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UPS trials autonomous vehicle in London DC

UPS is trialling the use of a new electric and autonomous vehicle to move semi-trailers and containers in its London distribution hub.

The zero-emission vehicles from Gaussin can be operated manually or run autonomously using a set of sensors and algorithms. They include the ability to swap batteries, allowing the vehicles to work for indefinitely long periods.

The initial phase of the test will see UPS operating the vehicles manually, with drivers sitting in the vehicles to evaluate performance. Later this year the company will test the vehicles’ autonomous capabilities.

Juan Perez, UPS chief information and engineering officer, said: “These tests are part of a major UPS effort to integrate electric vehicles throughout our global network. Gaussin’s shifters will help cut our fuel costs and reduce emissions.

“We’re also eager to test the shifters in autonomous driving mode. This is a great opportunity for us to evaluate technologies on our own property.”

Carlton Rose, UPS president of global fleet maintenance and engineering, said: “Testing these electric and autonomous-capable shifters is part of UPS’s transformation strategy, which is enabled by technology and innovation.

“We continue to pursue and deploy the latest vehicle technology that has the potential to enhance our operational efficiency, while taking an evolving approach in implementing autonomous vehicle technologies.”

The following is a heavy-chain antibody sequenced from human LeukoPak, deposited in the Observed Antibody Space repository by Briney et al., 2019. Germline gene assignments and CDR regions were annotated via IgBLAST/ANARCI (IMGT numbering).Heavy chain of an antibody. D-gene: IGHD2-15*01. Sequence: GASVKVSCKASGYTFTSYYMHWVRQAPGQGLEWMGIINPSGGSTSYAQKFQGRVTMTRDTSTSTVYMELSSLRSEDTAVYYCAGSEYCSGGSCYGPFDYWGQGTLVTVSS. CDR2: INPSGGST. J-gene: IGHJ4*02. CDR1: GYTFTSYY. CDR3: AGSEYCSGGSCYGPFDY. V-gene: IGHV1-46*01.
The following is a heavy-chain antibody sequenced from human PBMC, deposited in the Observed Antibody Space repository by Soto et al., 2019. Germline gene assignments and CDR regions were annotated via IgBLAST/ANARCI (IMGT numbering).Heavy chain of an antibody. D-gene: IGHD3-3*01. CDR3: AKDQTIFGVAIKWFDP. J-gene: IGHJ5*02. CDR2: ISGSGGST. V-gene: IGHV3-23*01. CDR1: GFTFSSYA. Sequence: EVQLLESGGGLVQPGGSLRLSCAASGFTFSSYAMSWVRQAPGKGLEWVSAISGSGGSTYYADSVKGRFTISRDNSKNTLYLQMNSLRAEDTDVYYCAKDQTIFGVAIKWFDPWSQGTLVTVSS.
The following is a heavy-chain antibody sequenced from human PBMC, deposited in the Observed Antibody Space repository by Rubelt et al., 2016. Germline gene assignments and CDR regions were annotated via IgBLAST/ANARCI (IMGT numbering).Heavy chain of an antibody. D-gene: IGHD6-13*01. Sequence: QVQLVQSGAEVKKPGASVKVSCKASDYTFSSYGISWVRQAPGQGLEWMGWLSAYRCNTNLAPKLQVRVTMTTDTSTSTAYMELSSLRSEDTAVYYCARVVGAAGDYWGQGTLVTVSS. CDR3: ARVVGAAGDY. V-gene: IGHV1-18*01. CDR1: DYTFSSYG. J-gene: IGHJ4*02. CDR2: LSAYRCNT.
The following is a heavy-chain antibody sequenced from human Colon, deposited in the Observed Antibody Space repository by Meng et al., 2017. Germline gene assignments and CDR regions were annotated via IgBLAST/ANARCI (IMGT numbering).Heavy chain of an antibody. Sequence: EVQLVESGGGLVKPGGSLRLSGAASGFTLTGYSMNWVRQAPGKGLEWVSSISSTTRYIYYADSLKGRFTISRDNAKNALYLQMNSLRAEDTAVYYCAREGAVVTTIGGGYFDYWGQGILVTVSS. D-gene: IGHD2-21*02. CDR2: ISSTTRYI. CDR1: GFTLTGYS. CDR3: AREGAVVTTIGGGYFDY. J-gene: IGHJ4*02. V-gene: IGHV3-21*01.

Christophe Gaussin, Gaussin CEO, said: “This collaboration with UPS brought valuable insights to Gaussin engineering teams, and we are pleased to see the vehicle in live operations.

“Our shifters will save maintenance and energy costs. Our unique battery swap system will allow continuous operations and will contribute to UPS’s operational efficiency and productivity increases.”

In January, UPS invested in an electric vehicle manufacturer called Arrival, committing to buying 10,000 of its vehicles. The electric vehicles will be co-designed by the two companies and purpose-built for UPS specifications. They include advanced driver assistance systems, set to be tested later this year, which may allow them to move autonomously in UPS depots.

The company is also using natural gas vehicles extensively in its fleet, which emit less carbon dioxide than diesel ones.

 

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